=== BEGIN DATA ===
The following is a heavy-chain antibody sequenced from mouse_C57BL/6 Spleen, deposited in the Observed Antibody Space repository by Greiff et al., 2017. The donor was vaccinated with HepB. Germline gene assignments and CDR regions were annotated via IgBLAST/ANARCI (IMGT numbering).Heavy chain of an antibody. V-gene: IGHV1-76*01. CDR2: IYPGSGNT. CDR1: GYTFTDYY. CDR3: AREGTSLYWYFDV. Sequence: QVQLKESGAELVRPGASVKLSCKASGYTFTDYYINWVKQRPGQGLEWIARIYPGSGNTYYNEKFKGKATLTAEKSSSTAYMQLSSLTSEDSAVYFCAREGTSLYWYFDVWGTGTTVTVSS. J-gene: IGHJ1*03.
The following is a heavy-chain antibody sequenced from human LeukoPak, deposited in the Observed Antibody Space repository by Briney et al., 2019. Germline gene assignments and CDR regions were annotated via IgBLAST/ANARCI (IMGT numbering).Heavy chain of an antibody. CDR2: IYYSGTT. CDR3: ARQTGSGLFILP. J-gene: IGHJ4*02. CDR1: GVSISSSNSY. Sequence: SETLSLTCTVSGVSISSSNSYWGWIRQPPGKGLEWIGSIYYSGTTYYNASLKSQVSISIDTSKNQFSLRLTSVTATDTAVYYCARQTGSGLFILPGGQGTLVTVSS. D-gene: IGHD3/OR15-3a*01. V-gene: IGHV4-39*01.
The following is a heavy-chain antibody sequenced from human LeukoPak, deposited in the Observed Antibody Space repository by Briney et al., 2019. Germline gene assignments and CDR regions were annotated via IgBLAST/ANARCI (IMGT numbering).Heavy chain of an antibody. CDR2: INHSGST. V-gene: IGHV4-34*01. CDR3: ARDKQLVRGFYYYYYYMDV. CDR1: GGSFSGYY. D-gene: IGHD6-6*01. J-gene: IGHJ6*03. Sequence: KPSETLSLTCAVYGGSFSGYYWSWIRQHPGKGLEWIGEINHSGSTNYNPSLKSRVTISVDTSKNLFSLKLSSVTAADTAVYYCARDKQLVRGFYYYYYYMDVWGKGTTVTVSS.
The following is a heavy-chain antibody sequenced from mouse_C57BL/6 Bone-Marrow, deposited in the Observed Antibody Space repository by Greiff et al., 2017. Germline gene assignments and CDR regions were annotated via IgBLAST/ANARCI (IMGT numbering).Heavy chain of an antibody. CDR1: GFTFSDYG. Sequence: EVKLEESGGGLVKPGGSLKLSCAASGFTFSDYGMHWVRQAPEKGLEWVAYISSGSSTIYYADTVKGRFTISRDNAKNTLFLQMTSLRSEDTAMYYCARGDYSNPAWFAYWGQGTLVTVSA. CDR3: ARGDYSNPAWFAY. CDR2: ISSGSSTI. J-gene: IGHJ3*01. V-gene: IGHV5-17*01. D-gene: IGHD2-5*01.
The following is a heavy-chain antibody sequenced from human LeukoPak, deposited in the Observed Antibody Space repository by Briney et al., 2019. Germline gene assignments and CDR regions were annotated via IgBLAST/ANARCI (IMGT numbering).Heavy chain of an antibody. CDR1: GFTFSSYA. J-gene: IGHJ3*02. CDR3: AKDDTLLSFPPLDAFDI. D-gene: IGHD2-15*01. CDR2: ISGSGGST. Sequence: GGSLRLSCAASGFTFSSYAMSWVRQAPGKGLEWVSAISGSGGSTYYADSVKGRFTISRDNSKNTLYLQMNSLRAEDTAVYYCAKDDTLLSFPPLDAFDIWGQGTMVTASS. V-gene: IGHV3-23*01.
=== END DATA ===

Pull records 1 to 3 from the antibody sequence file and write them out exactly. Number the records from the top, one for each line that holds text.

The following is a heavy-chain antibody sequenced from mouse_C57BL/6 Spleen, deposited in the Observed Antibody Space repository by Greiff et al., 2017. The donor was vaccinated with HepB. Germline gene assignments and CDR regions were annotated via IgBLAST/ANARCI (IMGT numbering).Heavy chain of an antibody. V-gene: IGHV1-76*01. CDR2: IYPGSGNT. CDR1: GYTFTDYY. CDR3: AREGTSLYWYFDV. Sequence: QVQLKESGAELVRPGASVKLSCKASGYTFTDYYINWVKQRPGQGLEWIARIYPGSGNTYYNEKFKGKATLTAEKSSSTAYMQLSSLTSEDSAVYFCAREGTSLYWYFDVWGTGTTVTVSS. J-gene: IGHJ1*03.
The following is a heavy-chain antibody sequenced from human LeukoPak, deposited in the Observed Antibody Space repository by Briney et al., 2019. Germline gene assignments and CDR regions were annotated via IgBLAST/ANARCI (IMGT numbering).Heavy chain of an antibody. CDR2: IYYSGTT. CDR3: ARQTGSGLFILP. J-gene: IGHJ4*02. CDR1: GVSISSSNSY. Sequence: SETLSLTCTVSGVSISSSNSYWGWIRQPPGKGLEWIGSIYYSGTTYYNASLKSQVSISIDTSKNQFSLRLTSVTATDTAVYYCARQTGSGLFILPGGQGTLVTVSS. D-gene: IGHD3/OR15-3a*01. V-gene: IGHV4-39*01.
The following is a heavy-chain antibody sequenced from human LeukoPak, deposited in the Observed Antibody Space repository by Briney et al., 2019. Germline gene assignments and CDR regions were annotated via IgBLAST/ANARCI (IMGT numbering).Heavy chain of an antibody. CDR2: INHSGST. V-gene: IGHV4-34*01. CDR3: ARDKQLVRGFYYYYYYMDV. CDR1: GGSFSGYY. D-gene: IGHD6-6*01. J-gene: IGHJ6*03. Sequence: KPSETLSLTCAVYGGSFSGYYWSWIRQHPGKGLEWIGEINHSGSTNYNPSLKSRVTISVDTSKNLFSLKLSSVTAADTAVYYCARDKQLVRGFYYYYYYMDVWGKGTTVTVSS.